As a result, the CAT quashed the OFT's decision and the fines that it had imposed on the appellants.
This outcome left a question unresolved. What happened to the OFT's decision for those parties which had not chosen to appeal and had accepted a reduction in fine in return for settling the case with the OFT? The decision had been quashed against the appellants, but did that give the remaining parties any right to challenge?
The answer to this question has now finally been confirmed to be no. Gallaher and Somerfield were two of the parties which originally settled with the OFT, accepting fines of £50 million and £4 million, respectively. Following the collapse of the OFT's defence to the appeals, Gallaher and Somerfield sought to bring their own appeals to the CAT. The difficulty that they faced in doing so was that they were out of time: the CAT rules give a strict two-month time limit for appeals against Competition Act infringement decisions, subject to extension only in exceptional circumstances.
Gallaher and Somerfield sought to argue that the collapse of the OFT's defence in the Tobacco appeals constituted an exceptional circumstance. The CAT agreed with them, finding that:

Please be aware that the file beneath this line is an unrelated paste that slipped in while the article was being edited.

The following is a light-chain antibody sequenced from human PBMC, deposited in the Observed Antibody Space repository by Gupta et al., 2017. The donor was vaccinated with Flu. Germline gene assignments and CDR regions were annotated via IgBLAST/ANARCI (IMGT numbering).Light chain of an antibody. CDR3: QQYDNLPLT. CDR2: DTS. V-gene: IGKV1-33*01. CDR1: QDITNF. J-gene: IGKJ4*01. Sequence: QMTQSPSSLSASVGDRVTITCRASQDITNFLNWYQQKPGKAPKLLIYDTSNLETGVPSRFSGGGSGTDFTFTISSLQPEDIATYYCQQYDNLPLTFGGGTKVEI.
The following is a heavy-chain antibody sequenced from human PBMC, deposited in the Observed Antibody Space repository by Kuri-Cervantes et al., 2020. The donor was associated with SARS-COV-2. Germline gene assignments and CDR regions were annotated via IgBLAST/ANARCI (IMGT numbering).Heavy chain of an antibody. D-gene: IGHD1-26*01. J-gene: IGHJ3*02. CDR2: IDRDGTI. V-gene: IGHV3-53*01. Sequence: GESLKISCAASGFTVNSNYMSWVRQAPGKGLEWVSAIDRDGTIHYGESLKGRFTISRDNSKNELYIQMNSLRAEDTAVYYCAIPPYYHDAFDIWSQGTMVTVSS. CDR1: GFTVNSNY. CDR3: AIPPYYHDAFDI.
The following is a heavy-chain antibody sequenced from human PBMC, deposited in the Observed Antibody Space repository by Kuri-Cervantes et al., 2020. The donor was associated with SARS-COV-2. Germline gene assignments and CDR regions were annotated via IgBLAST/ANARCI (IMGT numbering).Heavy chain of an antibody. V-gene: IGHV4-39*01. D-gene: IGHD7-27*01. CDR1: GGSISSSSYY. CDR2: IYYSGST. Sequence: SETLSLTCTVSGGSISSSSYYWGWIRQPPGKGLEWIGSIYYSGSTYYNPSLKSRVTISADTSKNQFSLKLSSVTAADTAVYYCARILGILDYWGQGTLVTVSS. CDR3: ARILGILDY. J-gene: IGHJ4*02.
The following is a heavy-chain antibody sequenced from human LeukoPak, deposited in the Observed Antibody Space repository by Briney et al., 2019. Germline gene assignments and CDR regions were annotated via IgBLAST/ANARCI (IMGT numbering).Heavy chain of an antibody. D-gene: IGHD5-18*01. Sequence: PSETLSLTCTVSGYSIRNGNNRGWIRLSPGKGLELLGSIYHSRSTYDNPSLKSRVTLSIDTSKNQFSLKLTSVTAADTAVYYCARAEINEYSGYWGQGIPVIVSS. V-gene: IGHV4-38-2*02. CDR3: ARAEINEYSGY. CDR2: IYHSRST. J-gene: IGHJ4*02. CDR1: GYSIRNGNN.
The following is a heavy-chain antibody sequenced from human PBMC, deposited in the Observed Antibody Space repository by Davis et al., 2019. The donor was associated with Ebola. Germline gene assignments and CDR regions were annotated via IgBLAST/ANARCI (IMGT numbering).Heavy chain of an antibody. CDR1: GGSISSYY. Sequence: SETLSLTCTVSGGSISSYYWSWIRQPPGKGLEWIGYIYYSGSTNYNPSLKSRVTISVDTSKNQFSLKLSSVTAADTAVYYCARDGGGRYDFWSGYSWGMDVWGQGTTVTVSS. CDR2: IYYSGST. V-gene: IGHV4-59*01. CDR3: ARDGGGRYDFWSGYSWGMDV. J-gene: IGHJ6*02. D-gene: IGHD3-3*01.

"Gallaher and Somerfield had a legitimate expectation that the OFT would be able to defend (even if not necessarily successfully) its Decision on the merits. For the OFT to concede, in the middle of the proceedings, that the Decision could no longer be maintained as it stood was a concession that fundamentally undermined not merely the case against the Appellants, but also the basis on which Somerfield and Gallaher entered into the early resolution agreements."(2)
In other words, the CAT's view was that the exceptional circumstance that justified the late appeal was that the OFT's case had collapsed in the CAT: while the parties may have factored in the possibility of a successful appeal against the OFT's decision, the CAT felt that they could not have expected, at the time that they entered into settlement agreements with the OFT, that the OFT might subsequently withdraw its entire decision.